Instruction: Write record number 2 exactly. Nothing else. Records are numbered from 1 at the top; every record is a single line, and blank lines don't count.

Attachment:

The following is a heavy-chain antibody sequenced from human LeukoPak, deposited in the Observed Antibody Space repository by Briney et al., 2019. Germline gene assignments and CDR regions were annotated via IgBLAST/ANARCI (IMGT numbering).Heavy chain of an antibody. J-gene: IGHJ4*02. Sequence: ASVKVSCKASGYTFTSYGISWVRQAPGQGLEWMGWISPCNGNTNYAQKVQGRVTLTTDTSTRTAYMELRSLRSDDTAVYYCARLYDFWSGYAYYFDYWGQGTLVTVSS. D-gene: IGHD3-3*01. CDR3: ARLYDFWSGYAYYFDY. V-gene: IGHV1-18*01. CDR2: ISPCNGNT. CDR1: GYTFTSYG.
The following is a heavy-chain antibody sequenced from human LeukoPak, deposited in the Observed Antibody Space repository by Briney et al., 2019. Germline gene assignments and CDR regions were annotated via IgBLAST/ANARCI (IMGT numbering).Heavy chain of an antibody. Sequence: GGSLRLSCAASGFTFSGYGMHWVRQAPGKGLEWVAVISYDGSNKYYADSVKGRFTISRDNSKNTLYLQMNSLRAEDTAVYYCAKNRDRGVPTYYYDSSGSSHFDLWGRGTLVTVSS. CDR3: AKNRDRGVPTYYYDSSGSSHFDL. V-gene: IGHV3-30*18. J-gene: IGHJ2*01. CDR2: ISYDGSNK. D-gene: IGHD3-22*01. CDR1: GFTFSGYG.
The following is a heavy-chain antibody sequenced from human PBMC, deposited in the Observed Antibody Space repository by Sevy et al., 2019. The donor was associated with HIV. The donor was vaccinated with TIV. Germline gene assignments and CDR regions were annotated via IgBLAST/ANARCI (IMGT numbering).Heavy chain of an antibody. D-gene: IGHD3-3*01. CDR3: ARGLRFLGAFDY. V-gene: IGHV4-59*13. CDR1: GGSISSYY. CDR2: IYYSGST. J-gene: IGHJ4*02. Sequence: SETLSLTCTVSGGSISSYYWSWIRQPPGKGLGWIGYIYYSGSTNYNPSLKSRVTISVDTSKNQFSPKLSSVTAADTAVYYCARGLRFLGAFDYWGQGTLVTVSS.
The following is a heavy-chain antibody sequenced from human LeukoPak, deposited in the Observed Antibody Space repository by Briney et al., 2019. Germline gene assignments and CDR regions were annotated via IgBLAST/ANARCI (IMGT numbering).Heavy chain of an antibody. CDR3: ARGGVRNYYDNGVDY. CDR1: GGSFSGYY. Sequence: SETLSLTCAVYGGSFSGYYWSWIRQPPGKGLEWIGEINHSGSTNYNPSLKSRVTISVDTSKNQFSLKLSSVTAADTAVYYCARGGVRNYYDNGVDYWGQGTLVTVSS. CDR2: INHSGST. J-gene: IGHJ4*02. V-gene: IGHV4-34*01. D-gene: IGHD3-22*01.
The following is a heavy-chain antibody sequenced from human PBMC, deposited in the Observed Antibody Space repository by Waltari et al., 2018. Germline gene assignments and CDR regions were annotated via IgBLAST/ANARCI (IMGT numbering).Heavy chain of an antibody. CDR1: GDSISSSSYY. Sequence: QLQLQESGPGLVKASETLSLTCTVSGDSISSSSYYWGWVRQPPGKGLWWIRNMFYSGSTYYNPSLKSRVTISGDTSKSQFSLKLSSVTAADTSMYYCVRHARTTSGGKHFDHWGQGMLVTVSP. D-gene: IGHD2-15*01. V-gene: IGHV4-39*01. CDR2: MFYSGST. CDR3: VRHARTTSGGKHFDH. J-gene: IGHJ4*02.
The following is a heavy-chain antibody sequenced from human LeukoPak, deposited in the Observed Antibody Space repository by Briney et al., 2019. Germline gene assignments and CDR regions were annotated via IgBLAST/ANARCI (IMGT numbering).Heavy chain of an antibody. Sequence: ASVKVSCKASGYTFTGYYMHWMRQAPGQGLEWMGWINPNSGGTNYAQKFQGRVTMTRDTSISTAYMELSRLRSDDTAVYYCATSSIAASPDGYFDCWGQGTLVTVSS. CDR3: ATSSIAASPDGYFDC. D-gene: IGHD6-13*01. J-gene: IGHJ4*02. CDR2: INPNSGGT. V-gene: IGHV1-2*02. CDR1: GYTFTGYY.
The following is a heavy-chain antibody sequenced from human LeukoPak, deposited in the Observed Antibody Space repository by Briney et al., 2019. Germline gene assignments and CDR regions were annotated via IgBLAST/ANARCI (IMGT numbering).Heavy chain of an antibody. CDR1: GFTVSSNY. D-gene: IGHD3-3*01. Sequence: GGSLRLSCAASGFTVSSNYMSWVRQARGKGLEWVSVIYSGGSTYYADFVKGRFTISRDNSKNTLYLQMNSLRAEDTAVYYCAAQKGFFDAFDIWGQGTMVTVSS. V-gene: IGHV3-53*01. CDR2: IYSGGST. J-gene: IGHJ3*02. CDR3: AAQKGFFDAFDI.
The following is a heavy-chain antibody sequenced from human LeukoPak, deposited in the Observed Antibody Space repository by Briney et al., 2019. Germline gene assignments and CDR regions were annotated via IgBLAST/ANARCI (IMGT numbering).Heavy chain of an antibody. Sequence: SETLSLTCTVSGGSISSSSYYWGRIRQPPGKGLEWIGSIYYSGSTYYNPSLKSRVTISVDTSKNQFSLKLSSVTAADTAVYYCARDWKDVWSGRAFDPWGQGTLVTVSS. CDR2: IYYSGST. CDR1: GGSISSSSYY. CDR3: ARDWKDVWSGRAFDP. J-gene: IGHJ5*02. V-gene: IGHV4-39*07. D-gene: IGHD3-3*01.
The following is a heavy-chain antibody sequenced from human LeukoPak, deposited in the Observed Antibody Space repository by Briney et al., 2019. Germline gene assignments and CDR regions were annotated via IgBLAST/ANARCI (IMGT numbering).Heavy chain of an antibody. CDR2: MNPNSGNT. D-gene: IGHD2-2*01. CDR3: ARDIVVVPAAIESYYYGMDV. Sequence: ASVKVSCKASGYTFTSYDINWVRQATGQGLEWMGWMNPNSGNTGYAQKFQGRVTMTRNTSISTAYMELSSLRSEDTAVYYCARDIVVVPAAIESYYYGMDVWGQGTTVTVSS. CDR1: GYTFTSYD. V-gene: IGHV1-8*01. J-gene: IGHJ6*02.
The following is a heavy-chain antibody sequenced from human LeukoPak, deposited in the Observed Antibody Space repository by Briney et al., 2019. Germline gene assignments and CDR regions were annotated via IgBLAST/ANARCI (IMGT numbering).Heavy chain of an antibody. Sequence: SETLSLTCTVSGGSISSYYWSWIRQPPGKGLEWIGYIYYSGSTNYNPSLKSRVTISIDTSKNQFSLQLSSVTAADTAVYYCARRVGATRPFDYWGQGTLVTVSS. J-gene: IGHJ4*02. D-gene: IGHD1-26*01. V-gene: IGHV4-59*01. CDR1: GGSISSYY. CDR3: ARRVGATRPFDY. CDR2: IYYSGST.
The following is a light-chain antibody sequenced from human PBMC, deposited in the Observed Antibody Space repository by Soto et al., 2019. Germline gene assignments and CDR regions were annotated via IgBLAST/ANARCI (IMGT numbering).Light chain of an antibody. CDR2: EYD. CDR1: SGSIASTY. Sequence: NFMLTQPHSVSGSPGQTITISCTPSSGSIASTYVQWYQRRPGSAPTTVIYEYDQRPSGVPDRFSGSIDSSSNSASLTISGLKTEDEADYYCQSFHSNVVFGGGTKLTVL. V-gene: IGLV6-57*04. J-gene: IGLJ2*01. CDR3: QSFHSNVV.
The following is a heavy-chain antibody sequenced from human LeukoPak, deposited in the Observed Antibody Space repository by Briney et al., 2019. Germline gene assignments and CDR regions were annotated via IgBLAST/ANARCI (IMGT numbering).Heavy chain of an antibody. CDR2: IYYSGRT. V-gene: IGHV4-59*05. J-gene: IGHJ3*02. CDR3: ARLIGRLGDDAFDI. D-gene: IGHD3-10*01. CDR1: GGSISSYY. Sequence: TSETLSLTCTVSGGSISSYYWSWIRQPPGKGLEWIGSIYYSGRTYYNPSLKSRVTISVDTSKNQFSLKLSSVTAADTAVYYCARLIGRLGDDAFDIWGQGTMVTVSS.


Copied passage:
The following is a heavy-chain antibody sequenced from human LeukoPak, deposited in the Observed Antibody Space repository by Briney et al., 2019. Germline gene assignments and CDR regions were annotated via IgBLAST/ANARCI (IMGT numbering).Heavy chain of an antibody. Sequence: GGSLRLSCAASGFTFSGYGMHWVRQAPGKGLEWVAVISYDGSNKYYADSVKGRFTISRDNSKNTLYLQMNSLRAEDTAVYYCAKNRDRGVPTYYYDSSGSSHFDLWGRGTLVTVSS. CDR3: AKNRDRGVPTYYYDSSGSSHFDL. V-gene: IGHV3-30*18. J-gene: IGHJ2*01. CDR2: ISYDGSNK. D-gene: IGHD3-22*01. CDR1: GFTFSGYG.